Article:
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A policeman takes a photo of a man they identified as Ahmad Khan Rahami, who is wanted for questioning in connection with an explosion in New York City, as he is placed into an ambulance in Linden, New Jersey on September 19, 2016. (REUTERS/Anthony Genaro)

Terror probe

Alleged NYC-NJ bomber’s wife and mother fled U.S. in the days before explosives were planted

September 20, 2016

Federal authorities investigating the bombing attacks in New York City and New Jersey over the weekend are looking to interview the wife and mother of Ahmad Khan Rahami, the suspect who was captured Monday after a shootout with police. Rahami’s wife, who hasn’t been named, left the country a few days before he allegedly planted the bombs at multiple locations in New York and New Jersey, according to a report by The New York Daily News. His mother, Najiba Rahami, left the country three weeks ago and has not returned, a federal official reportedly said.

According to reports, Rahami’s wife, Asia Bibi Rahami is in the United Arab Emirates and has been cooperating with federal investigators. Authorities reportedly said she hasn’t been charged with any wrongdoing and they haven’t revealed what she’s told them. She was reportedly scheduled to fly back to the U.S. later this week. Earlier on Tuesday, The New York Times reported that Rahami’s father, Mohammad Rahami, told FBI agents in 2014 that his son was a terrorist. Rahami had made multiple trips to Pakistan and his native Afghanistan.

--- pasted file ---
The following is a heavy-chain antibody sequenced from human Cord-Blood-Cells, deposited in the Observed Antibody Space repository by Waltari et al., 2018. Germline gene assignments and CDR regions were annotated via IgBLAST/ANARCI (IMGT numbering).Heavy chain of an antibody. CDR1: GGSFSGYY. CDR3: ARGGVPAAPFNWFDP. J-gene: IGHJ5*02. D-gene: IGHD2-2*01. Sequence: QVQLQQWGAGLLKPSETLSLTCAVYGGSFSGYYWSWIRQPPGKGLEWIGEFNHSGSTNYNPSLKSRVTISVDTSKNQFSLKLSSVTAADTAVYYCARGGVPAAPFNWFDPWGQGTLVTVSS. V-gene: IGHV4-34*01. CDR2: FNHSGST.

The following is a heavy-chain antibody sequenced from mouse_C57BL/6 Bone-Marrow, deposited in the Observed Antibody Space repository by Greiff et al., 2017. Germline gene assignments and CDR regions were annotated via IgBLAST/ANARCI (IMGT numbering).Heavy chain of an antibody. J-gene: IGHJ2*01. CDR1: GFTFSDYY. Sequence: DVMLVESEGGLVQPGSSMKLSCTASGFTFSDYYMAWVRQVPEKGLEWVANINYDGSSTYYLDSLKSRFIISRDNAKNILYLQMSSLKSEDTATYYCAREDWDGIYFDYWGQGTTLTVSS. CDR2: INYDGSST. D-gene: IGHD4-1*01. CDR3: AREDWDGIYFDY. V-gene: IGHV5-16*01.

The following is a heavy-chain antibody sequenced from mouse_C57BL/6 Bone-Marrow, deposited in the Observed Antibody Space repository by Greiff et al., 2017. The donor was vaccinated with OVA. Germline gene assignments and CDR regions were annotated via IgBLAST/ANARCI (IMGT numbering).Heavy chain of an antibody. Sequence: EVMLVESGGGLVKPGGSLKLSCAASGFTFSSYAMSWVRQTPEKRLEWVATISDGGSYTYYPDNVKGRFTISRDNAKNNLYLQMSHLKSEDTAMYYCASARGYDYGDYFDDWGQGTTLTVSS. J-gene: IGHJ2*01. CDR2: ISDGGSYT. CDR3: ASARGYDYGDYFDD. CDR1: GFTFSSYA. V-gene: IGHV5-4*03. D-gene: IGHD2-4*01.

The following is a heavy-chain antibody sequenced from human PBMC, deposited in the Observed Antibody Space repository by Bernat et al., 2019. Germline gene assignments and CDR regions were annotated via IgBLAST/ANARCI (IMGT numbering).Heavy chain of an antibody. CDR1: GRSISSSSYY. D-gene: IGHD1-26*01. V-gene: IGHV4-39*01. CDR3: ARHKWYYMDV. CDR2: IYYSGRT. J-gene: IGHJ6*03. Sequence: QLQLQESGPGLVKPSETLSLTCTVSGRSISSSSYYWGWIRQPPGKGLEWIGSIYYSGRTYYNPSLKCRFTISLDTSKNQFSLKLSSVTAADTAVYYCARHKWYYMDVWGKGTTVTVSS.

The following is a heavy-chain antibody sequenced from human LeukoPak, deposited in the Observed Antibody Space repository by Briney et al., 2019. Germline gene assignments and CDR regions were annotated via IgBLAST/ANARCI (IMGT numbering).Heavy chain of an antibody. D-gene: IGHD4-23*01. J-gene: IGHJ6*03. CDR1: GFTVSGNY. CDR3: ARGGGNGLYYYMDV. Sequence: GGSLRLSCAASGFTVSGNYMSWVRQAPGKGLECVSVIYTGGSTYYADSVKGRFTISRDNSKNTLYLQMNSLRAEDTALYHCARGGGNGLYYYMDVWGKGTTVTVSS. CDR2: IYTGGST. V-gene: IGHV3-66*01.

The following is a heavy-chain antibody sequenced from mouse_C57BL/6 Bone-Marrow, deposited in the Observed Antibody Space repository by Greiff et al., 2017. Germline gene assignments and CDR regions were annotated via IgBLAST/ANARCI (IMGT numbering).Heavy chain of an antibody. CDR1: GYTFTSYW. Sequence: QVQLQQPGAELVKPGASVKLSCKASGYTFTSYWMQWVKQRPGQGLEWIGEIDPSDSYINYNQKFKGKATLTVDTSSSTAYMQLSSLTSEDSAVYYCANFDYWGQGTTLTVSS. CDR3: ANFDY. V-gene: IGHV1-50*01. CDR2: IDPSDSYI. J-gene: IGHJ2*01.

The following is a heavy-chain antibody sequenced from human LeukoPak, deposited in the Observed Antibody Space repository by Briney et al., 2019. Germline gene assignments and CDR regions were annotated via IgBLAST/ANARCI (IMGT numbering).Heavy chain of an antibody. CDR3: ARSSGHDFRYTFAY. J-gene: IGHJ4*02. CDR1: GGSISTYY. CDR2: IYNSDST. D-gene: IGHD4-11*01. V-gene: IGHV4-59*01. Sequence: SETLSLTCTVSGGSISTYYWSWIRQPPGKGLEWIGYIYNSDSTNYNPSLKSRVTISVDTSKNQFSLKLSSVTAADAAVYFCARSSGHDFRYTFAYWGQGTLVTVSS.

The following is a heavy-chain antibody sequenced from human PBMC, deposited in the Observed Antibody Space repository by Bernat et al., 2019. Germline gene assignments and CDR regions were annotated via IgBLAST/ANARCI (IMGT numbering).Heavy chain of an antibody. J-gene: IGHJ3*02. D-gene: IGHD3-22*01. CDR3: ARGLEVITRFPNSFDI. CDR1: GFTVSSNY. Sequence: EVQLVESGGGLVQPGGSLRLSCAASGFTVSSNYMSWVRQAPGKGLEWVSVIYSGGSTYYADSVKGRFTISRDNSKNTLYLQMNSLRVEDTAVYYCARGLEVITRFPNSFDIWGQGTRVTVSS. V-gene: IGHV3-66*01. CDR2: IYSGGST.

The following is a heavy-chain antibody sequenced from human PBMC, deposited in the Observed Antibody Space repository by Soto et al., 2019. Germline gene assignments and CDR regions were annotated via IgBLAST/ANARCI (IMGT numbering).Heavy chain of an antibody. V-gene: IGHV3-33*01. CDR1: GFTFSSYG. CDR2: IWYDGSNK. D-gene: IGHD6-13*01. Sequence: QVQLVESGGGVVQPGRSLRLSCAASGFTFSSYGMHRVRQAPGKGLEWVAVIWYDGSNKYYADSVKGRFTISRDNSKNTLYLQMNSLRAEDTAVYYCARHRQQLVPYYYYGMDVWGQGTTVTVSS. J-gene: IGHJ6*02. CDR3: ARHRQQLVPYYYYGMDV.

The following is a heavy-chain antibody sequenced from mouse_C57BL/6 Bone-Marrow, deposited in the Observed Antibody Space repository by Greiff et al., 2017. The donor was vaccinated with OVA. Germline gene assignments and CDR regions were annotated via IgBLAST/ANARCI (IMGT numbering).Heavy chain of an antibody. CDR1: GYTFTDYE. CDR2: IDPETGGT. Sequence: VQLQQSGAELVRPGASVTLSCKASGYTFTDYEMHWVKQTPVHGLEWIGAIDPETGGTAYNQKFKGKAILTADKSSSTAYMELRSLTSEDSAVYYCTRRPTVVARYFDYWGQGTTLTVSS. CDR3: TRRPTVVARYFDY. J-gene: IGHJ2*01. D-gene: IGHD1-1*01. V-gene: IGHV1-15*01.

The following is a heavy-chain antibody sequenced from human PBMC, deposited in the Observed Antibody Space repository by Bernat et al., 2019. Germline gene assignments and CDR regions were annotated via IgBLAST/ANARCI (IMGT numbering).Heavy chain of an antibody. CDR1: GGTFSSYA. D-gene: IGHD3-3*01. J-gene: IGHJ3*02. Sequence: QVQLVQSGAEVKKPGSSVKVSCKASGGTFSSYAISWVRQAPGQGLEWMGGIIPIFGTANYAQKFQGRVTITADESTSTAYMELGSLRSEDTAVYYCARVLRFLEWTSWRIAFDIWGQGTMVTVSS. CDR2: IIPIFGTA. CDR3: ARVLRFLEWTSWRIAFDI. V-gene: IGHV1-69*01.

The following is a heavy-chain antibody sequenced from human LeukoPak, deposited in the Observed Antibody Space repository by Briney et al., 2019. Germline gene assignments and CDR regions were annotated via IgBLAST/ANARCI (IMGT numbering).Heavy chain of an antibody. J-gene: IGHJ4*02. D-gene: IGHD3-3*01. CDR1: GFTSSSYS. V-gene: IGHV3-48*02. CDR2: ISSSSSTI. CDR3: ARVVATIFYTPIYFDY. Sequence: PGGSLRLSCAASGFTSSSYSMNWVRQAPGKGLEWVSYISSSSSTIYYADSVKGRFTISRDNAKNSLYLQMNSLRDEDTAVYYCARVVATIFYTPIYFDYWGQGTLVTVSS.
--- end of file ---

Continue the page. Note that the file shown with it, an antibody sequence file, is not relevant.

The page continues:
Little else is known about his mother and wife. On Tuesday, U.S. Rep. Albio Sires of New Jersey appeared on cable news morning shows and recalled that he received a phone call from Rahami in 2014 while he was in Islamabad, Pakistan, seeking help. Sires said Rahami’s wife was having problems with an expired passport. “He wanted his wife to come from Pakistan,” Sires said during an appearance on MSNBC. “At the time she was pregnant and in Pakistan. They told her that she could not come over until she had the baby, because she had to get a visa for the baby.” None of this raised any red flags with the congressman, though he noted that Rahami’s demeanor on the phone was “kind of nasty.” In a turn of events that echoes what led to the terror attack in San Bernadino last December, Rahamai’s wife was eventually allowed into the United States.

Read the full story at USA Today and The New York Daily News and CNN.


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